In his brief essay “How Is It Possible to Believe in God?” William F. Buckley wrote, “I’ve always liked the exchange featuring the excited Darwinian at the end of the nineteenth century. He said grandly to the elderly scholar, ‘How is it possible to believe in God?’ The imperishable answer was, ‘I find it easier to believe in God than to believe that Hamlet was deduced from the molecular structure of a mutton chop.'”*
Affirming the existence of God, Buckley was employing the argument from sufficient cause. He illustrated it by citing artistic marvels rendered by the hand and heart of man. His point was that no sufficient cause or explanation for the emergence of a dramatic masterpiece like Hamlet can be found in the animal kingdom, much less from inanimate matter.
He said, “The skeptics get away with fixing the odds against the believer, mostly be pointing to phenomena which are only explainable — you see? — by the belief that there was a cause for them, always deducible. But how can one deduce the cause of Hamlet or of St. Matthew’s Passion? What is the cause of inspiration?”*
I have just listened, via the internet, for the 999th time, to Sayaka Shoji playing Tchaikovsky’s Concerto for Violin in D Major. In a few weeks I will have the privilege of viewing, again, Michelangelo’s Pieta, in Rome. The next time a special exhibit of the work of the Impressionists turns up at the Brooks Museum of Art or the Dixon Gallery in Memphis, I will be there.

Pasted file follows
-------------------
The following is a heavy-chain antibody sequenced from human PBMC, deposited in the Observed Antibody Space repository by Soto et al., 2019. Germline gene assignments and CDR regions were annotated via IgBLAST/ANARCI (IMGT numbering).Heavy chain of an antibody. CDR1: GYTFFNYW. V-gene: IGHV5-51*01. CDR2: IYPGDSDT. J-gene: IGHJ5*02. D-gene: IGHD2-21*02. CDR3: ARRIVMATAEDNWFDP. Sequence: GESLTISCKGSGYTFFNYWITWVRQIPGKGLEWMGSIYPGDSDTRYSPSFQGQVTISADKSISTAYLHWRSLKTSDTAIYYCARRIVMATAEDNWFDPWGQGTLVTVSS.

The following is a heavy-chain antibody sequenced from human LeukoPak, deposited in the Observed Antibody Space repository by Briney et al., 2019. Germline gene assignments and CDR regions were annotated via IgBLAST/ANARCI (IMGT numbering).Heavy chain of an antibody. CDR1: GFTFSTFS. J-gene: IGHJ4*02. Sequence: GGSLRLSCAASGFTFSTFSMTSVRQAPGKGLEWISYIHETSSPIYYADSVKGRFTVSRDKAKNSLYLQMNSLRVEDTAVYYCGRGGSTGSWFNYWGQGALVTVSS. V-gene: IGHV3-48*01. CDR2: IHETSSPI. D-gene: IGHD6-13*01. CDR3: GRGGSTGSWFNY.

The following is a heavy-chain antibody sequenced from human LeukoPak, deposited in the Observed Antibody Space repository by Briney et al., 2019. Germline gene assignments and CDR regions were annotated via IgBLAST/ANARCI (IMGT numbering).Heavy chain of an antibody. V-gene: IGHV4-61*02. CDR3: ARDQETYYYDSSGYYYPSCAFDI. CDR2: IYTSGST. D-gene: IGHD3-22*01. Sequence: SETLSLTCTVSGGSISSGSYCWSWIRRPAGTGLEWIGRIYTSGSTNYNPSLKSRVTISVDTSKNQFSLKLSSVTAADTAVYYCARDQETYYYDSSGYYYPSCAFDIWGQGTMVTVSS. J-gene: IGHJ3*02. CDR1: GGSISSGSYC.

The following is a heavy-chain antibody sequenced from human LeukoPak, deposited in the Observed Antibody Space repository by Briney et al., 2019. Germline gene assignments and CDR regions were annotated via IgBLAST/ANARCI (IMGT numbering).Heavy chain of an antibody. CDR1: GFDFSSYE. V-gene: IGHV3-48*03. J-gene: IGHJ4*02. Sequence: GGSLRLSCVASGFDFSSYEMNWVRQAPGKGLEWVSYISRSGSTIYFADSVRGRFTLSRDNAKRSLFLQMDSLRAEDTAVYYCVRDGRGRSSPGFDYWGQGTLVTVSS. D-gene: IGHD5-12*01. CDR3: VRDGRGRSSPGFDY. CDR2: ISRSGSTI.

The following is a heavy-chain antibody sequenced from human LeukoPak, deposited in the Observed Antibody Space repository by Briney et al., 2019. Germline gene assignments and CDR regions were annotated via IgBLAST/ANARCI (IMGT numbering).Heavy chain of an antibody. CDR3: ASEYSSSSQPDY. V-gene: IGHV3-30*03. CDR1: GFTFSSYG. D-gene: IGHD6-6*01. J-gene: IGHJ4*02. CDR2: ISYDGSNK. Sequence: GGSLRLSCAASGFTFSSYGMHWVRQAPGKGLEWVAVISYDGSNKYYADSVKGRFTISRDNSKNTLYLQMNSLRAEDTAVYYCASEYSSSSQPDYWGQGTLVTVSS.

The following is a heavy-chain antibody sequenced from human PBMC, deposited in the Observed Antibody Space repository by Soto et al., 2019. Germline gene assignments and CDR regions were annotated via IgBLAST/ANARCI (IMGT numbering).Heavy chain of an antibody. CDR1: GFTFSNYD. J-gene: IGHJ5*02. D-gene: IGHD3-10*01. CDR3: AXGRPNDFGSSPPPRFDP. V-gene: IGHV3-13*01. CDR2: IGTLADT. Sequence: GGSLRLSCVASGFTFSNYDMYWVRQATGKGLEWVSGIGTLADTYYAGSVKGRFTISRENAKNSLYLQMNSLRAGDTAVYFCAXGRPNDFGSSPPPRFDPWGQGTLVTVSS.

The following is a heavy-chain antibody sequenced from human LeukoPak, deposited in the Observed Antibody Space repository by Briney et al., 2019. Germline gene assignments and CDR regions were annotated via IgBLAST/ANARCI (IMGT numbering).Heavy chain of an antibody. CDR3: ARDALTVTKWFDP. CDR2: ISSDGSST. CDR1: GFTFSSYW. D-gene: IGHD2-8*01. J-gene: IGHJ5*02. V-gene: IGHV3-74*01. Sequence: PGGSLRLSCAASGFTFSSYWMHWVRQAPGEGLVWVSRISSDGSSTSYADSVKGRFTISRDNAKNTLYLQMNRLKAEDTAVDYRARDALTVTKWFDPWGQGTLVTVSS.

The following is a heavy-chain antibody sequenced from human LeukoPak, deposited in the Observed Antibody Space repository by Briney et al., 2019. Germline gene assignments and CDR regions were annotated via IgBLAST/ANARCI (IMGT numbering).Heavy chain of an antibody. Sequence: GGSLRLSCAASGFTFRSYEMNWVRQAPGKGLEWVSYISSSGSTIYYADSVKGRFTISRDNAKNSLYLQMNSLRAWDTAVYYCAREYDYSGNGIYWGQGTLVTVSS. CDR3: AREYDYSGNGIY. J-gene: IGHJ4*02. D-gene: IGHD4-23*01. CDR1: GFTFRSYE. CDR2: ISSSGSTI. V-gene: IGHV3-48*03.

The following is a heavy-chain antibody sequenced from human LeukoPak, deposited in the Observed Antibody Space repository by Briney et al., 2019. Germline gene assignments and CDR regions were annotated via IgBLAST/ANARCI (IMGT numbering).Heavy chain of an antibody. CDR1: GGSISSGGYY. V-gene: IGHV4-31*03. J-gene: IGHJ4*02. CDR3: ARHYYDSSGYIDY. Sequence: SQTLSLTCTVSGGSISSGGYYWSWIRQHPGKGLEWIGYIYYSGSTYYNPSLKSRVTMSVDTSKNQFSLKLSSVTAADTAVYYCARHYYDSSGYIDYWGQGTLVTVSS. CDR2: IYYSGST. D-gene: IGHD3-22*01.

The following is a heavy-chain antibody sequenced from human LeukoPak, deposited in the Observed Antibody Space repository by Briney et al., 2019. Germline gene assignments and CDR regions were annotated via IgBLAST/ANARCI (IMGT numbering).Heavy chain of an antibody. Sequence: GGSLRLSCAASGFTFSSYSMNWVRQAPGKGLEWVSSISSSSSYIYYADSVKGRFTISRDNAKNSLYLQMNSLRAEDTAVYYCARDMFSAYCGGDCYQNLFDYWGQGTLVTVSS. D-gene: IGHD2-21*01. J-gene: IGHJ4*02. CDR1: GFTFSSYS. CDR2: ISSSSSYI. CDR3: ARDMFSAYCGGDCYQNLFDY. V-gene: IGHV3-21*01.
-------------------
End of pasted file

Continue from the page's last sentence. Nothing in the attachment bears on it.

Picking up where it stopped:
Now, I don’t know how Tchaikovsky wrote his beautiful, once thought “unplayable,” concerto. I don’t know how Michelangelo “freed” his magnificent sculptures from the raw marble in which they awaited him. And the only thing I know about the Impressionists is the effect their brilliant colors and vibrant images have on me.
I do know that not one of these great works of art could have been produced by a million apes in a million years. The nuanced aesthetic sensitivity and the focused — inspired — creativity with which these masterworks and thousands of others have been wrought by the hand and heart of man are just not in animals or in the mindless matter out of which we are told they evolved.
There is something in man that is not inherent in a mutton chop, and surely not in inanimate matter. The Bible says that special something in man is the image of God with which he is imbued (Gen. 1:26-28). “There is a spirit in man, and the inspiration of the Almighty giveth them understanding” (Job. 32:8).
“There is a spirit in man…” If not from God, from whom? From what?
* From This I Believe: The Personal Philosophies of Remarkable Men and Women, Jay Allison and Dan Gediman, eds., New York: Henry Holt and Company, 2007, pp. 22-23.